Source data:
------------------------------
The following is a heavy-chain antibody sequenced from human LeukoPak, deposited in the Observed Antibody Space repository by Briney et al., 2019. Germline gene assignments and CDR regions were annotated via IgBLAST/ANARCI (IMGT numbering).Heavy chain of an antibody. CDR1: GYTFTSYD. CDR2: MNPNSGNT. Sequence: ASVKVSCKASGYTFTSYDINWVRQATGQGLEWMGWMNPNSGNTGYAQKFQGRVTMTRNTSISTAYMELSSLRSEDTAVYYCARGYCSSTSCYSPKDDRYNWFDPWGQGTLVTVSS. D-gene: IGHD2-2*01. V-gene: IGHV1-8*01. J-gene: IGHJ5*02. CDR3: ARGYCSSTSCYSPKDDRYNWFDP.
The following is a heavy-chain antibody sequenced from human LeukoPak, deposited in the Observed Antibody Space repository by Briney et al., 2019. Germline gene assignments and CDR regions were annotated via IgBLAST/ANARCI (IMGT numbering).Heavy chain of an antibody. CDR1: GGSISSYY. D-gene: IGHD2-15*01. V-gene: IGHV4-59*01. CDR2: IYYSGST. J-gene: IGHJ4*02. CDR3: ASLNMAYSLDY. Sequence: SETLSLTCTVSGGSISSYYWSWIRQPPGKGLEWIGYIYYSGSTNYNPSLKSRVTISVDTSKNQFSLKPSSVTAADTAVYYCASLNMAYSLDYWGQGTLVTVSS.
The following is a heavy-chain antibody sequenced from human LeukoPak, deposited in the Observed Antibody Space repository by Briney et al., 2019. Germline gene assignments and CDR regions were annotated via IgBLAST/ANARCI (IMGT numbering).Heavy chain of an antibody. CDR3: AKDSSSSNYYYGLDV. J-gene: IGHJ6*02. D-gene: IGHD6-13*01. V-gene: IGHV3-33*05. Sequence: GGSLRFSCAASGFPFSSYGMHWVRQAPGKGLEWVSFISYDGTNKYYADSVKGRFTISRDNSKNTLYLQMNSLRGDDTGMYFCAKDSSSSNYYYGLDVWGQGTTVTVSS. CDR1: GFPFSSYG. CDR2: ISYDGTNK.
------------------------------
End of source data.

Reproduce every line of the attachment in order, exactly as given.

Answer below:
The following is a heavy-chain antibody sequenced from human LeukoPak, deposited in the Observed Antibody Space repository by Briney et al., 2019. Germline gene assignments and CDR regions were annotated via IgBLAST/ANARCI (IMGT numbering).Heavy chain of an antibody. CDR1: GYTFTSYD. CDR2: MNPNSGNT. Sequence: ASVKVSCKASGYTFTSYDINWVRQATGQGLEWMGWMNPNSGNTGYAQKFQGRVTMTRNTSISTAYMELSSLRSEDTAVYYCARGYCSSTSCYSPKDDRYNWFDPWGQGTLVTVSS. D-gene: IGHD2-2*01. V-gene: IGHV1-8*01. J-gene: IGHJ5*02. CDR3: ARGYCSSTSCYSPKDDRYNWFDP.
The following is a heavy-chain antibody sequenced from human LeukoPak, deposited in the Observed Antibody Space repository by Briney et al., 2019. Germline gene assignments and CDR regions were annotated via IgBLAST/ANARCI (IMGT numbering).Heavy chain of an antibody. CDR1: GGSISSYY. D-gene: IGHD2-15*01. V-gene: IGHV4-59*01. CDR2: IYYSGST. J-gene: IGHJ4*02. CDR3: ASLNMAYSLDY. Sequence: SETLSLTCTVSGGSISSYYWSWIRQPPGKGLEWIGYIYYSGSTNYNPSLKSRVTISVDTSKNQFSLKPSSVTAADTAVYYCASLNMAYSLDYWGQGTLVTVSS.
The following is a heavy-chain antibody sequenced from human LeukoPak, deposited in the Observed Antibody Space repository by Briney et al., 2019. Germline gene assignments and CDR regions were annotated via IgBLAST/ANARCI (IMGT numbering).Heavy chain of an antibody. CDR3: AKDSSSSNYYYGLDV. J-gene: IGHJ6*02. D-gene: IGHD6-13*01. V-gene: IGHV3-33*05. Sequence: GGSLRFSCAASGFPFSSYGMHWVRQAPGKGLEWVSFISYDGTNKYYADSVKGRFTISRDNSKNTLYLQMNSLRGDDTGMYFCAKDSSSSNYYYGLDVWGQGTTVTVSS. CDR1: GFPFSSYG. CDR2: ISYDGTNK.